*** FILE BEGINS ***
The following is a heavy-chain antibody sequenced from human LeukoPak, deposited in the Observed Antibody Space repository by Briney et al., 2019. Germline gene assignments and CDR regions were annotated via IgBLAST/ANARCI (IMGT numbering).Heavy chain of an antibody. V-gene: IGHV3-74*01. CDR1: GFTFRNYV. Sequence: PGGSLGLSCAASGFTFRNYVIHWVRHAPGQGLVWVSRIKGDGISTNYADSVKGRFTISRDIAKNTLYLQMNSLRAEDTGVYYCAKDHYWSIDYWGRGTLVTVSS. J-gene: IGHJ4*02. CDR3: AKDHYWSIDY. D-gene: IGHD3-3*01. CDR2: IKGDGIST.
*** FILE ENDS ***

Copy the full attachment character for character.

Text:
The following is a heavy-chain antibody sequenced from human LeukoPak, deposited in the Observed Antibody Space repository by Briney et al., 2019. Germline gene assignments and CDR regions were annotated via IgBLAST/ANARCI (IMGT numbering).Heavy chain of an antibody. V-gene: IGHV3-74*01. CDR1: GFTFRNYV. Sequence: PGGSLGLSCAASGFTFRNYVIHWVRHAPGQGLVWVSRIKGDGISTNYADSVKGRFTISRDIAKNTLYLQMNSLRAEDTGVYYCAKDHYWSIDYWGRGTLVTVSS. J-gene: IGHJ4*02. CDR3: AKDHYWSIDY. D-gene: IGHD3-3*01. CDR2: IKGDGIST.